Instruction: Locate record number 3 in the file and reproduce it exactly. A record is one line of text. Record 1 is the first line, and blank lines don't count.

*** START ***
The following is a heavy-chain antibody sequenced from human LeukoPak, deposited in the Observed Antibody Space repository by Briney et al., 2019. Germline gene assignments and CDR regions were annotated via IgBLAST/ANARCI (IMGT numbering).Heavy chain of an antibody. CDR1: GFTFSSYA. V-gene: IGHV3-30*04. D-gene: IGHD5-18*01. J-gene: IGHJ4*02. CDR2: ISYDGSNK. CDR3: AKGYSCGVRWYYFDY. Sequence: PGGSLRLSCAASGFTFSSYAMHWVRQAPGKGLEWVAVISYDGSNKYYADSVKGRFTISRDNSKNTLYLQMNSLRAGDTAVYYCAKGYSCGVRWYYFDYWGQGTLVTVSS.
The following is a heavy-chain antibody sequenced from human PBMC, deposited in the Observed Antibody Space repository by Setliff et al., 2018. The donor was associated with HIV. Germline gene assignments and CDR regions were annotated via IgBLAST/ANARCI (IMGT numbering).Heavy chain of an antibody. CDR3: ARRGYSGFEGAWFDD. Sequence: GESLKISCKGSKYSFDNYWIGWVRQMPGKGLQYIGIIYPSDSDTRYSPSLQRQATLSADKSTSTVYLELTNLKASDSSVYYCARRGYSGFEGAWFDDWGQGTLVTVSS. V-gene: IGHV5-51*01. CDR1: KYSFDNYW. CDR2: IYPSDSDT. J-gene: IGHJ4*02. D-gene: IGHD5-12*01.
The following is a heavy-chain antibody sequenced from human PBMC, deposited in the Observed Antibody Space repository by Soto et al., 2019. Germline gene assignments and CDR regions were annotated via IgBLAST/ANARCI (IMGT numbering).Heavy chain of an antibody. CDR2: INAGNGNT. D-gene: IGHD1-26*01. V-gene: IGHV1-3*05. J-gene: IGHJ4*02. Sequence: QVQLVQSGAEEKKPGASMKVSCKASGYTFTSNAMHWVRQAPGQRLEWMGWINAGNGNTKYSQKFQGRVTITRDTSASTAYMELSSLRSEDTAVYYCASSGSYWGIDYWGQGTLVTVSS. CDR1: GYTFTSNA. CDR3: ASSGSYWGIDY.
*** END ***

The following is a heavy-chain antibody sequenced from human PBMC, deposited in the Observed Antibody Space repository by Soto et al., 2019. Germline gene assignments and CDR regions were annotated via IgBLAST/ANARCI (IMGT numbering).Heavy chain of an antibody. CDR2: INAGNGNT. D-gene: IGHD1-26*01. V-gene: IGHV1-3*05. J-gene: IGHJ4*02. Sequence: QVQLVQSGAEEKKPGASMKVSCKASGYTFTSNAMHWVRQAPGQRLEWMGWINAGNGNTKYSQKFQGRVTITRDTSASTAYMELSSLRSEDTAVYYCASSGSYWGIDYWGQGTLVTVSS. CDR1: GYTFTSNA. CDR3: ASSGSYWGIDY.